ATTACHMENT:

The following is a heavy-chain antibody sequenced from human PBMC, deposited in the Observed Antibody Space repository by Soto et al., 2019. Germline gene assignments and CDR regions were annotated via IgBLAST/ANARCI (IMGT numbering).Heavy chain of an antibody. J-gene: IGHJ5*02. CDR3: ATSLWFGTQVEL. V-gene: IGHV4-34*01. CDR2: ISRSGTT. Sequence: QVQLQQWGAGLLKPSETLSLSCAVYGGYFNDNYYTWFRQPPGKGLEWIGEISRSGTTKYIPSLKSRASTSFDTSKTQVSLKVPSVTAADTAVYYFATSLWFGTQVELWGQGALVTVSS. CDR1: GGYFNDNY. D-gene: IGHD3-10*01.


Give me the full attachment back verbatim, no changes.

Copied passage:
The following is a heavy-chain antibody sequenced from human PBMC, deposited in the Observed Antibody Space repository by Soto et al., 2019. Germline gene assignments and CDR regions were annotated via IgBLAST/ANARCI (IMGT numbering).Heavy chain of an antibody. J-gene: IGHJ5*02. CDR3: ATSLWFGTQVEL. V-gene: IGHV4-34*01. CDR2: ISRSGTT. Sequence: QVQLQQWGAGLLKPSETLSLSCAVYGGYFNDNYYTWFRQPPGKGLEWIGEISRSGTTKYIPSLKSRASTSFDTSKTQVSLKVPSVTAADTAVYYFATSLWFGTQVELWGQGALVTVSS. CDR1: GGYFNDNY. D-gene: IGHD3-10*01.